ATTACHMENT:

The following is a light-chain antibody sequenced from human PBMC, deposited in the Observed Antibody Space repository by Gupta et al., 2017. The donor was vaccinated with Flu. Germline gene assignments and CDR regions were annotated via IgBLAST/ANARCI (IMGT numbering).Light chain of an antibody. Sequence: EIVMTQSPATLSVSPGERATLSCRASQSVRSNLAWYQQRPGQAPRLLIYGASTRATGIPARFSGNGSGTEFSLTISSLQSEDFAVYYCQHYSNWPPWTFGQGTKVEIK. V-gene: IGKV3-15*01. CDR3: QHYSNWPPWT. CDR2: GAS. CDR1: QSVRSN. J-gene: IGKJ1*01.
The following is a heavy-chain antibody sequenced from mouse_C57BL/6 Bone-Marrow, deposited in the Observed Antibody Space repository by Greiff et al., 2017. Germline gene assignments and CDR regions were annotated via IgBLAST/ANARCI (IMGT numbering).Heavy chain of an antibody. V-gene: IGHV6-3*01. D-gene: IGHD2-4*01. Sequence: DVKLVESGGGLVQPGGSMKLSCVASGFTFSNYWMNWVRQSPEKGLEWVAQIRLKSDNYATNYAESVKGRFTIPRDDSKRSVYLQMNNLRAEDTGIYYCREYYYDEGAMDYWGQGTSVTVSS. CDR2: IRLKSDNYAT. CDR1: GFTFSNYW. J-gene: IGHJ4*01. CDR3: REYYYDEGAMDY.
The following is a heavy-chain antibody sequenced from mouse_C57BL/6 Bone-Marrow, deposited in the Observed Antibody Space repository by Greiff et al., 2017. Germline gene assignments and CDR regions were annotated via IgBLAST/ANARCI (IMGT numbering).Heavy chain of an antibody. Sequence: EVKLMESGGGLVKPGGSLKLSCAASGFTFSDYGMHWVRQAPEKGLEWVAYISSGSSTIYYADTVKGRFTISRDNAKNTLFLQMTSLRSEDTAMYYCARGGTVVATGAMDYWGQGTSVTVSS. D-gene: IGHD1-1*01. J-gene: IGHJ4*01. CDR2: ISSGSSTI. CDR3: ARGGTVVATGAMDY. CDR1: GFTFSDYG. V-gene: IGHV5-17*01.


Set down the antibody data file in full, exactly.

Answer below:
The following is a light-chain antibody sequenced from human PBMC, deposited in the Observed Antibody Space repository by Gupta et al., 2017. The donor was vaccinated with Flu. Germline gene assignments and CDR regions were annotated via IgBLAST/ANARCI (IMGT numbering).Light chain of an antibody. Sequence: EIVMTQSPATLSVSPGERATLSCRASQSVRSNLAWYQQRPGQAPRLLIYGASTRATGIPARFSGNGSGTEFSLTISSLQSEDFAVYYCQHYSNWPPWTFGQGTKVEIK. V-gene: IGKV3-15*01. CDR3: QHYSNWPPWT. CDR2: GAS. CDR1: QSVRSN. J-gene: IGKJ1*01.
The following is a heavy-chain antibody sequenced from mouse_C57BL/6 Bone-Marrow, deposited in the Observed Antibody Space repository by Greiff et al., 2017. Germline gene assignments and CDR regions were annotated via IgBLAST/ANARCI (IMGT numbering).Heavy chain of an antibody. V-gene: IGHV6-3*01. D-gene: IGHD2-4*01. Sequence: DVKLVESGGGLVQPGGSMKLSCVASGFTFSNYWMNWVRQSPEKGLEWVAQIRLKSDNYATNYAESVKGRFTIPRDDSKRSVYLQMNNLRAEDTGIYYCREYYYDEGAMDYWGQGTSVTVSS. CDR2: IRLKSDNYAT. CDR1: GFTFSNYW. J-gene: IGHJ4*01. CDR3: REYYYDEGAMDY.
The following is a heavy-chain antibody sequenced from mouse_C57BL/6 Bone-Marrow, deposited in the Observed Antibody Space repository by Greiff et al., 2017. Germline gene assignments and CDR regions were annotated via IgBLAST/ANARCI (IMGT numbering).Heavy chain of an antibody. Sequence: EVKLMESGGGLVKPGGSLKLSCAASGFTFSDYGMHWVRQAPEKGLEWVAYISSGSSTIYYADTVKGRFTISRDNAKNTLFLQMTSLRSEDTAMYYCARGGTVVATGAMDYWGQGTSVTVSS. D-gene: IGHD1-1*01. J-gene: IGHJ4*01. CDR2: ISSGSSTI. CDR3: ARGGTVVATGAMDY. CDR1: GFTFSDYG. V-gene: IGHV5-17*01.